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Effect of the Calpain System on Volatile Flavor Compounds in the Beef Longissimus lumborum Muscle
Korean J. Food Sci. An. 2018;38:515-529
Published online June 30, 2018;
© 2018 Korean Society for Food Science of Animal Resources

Jieun Yang1,†, Dashmaa Dashdorj1,2,†, and Inho Hwang1,*

1Department of Animal Science, Chonbuk National University, Jeonju 28644, Korea
2Department of Livestock Production & Monitoring and Inspection, Mongolian University of Life Sciences, Mongolia
Correspondence to: Inho Hwang
Department of Animal Science and Biotechnology, Chonbuk National University, Jeonju 28644, Korea
Tel: +82-63-270-2605
Fax: +82-63-270-2605
These authors contributed equally to this work.
Received March 13, 2018; Revised April 27, 2018; Accepted April 30, 2018.
This is an Open Access article distributed under the terms of the Creative Commons Attribution Non-Commercial License ( which permits unrestricted non-commercial use, distribution, and reproduction in any medium, provided the original work is properly cited.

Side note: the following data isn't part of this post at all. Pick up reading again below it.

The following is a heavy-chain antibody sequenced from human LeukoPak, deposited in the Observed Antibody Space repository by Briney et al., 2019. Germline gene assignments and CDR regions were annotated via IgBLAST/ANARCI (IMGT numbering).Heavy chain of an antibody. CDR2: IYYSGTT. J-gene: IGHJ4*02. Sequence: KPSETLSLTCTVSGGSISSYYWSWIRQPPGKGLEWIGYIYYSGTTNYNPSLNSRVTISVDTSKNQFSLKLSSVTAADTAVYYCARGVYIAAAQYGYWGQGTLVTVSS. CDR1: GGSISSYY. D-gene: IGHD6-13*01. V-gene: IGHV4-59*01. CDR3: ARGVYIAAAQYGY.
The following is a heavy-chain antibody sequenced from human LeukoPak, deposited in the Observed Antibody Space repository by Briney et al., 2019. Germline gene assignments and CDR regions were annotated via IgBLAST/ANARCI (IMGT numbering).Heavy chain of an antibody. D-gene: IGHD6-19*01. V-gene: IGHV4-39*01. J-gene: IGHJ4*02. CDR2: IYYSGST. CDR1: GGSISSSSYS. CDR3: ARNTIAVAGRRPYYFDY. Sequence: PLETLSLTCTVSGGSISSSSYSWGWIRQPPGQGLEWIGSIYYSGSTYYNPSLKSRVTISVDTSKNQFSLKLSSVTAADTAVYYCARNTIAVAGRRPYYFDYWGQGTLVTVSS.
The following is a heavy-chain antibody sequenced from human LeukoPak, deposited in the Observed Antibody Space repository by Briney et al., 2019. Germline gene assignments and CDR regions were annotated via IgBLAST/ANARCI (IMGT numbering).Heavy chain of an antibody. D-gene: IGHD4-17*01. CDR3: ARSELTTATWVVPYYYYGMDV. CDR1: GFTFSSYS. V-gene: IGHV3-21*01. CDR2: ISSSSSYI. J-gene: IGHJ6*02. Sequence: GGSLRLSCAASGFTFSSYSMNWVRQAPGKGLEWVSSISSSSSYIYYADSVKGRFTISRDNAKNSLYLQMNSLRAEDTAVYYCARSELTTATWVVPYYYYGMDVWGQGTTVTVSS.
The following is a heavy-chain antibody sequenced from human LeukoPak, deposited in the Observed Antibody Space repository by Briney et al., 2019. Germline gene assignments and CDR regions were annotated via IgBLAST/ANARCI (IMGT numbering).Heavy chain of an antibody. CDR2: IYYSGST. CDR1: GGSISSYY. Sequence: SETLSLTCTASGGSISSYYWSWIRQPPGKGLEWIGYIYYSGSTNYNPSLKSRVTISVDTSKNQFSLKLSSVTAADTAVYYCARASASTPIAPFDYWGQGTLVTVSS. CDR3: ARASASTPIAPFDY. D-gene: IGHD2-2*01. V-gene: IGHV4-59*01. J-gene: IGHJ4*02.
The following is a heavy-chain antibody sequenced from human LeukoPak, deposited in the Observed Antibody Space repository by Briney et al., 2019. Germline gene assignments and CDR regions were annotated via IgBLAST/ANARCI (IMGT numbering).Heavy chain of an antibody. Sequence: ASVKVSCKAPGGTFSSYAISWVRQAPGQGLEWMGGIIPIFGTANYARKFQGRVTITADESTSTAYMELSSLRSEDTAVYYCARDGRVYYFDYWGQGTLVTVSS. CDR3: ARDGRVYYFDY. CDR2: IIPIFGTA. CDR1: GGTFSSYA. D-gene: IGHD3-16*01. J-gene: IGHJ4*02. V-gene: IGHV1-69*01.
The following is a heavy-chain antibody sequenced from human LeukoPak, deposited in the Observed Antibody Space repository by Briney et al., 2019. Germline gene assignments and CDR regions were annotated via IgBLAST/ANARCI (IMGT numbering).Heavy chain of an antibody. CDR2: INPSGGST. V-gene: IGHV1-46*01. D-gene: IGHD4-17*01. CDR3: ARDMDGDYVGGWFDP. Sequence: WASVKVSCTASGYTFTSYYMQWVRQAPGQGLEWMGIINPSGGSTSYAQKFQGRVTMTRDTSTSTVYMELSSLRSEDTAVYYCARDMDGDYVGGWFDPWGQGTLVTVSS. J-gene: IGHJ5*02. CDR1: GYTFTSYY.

The present study was designed to investigate the effects of calpain system on the formation of volatile flavor compounds in Hanwoo beef. In the first experiment (exp.1), Longissimus lumborum (LL) muscle samples were injected with solutions containing 50 mM CaCl2 or 50 mM ZnCl2 and 154 mM NaCl respectively, and aged for 7 d at 4℃. In the second experiment (exp.2), the ground LL muscle was incubated with the aforementioned solutions containing cathepsin inhibitor. The injection with CaCl2 solution greatly elevated the calpain activity and concomitantly, significantly decreased the Warner-Bratzler shear force (p<0.05). The pH, meat color and cooking loss did not differ (p>0.05) between the treatment groups. A total of 51 volatile compounds were identified using the solid phase microextraction with gas chromatography (SPME-GC). Results on volatile analyses from the both experiments showed that the injection with calcium ions led to significant increase (p<0.05) concentrations of pyrazines and sulfuric compounds. These results coincide with a higher rate of protein degradation due to the CaCl2 injection as compared to the control group. Significantly (p<0.05) higher levels of lipid oxidation derived-aldehydes were found in the samples with ZnCl2. The exp.1 showed that cathepsin inhibitors had no effect on the formation of volatile flavor components after 7 d of aging. These results imply that the proteolytic activity of the calpain system is associated with generation of volatile compounds of chiller-aged beef, while the role of cathepsins is likely very limited.
Keywords : beef, calpain system, calcium ions, protein degradation, volatiles

August 2018, 38 (4)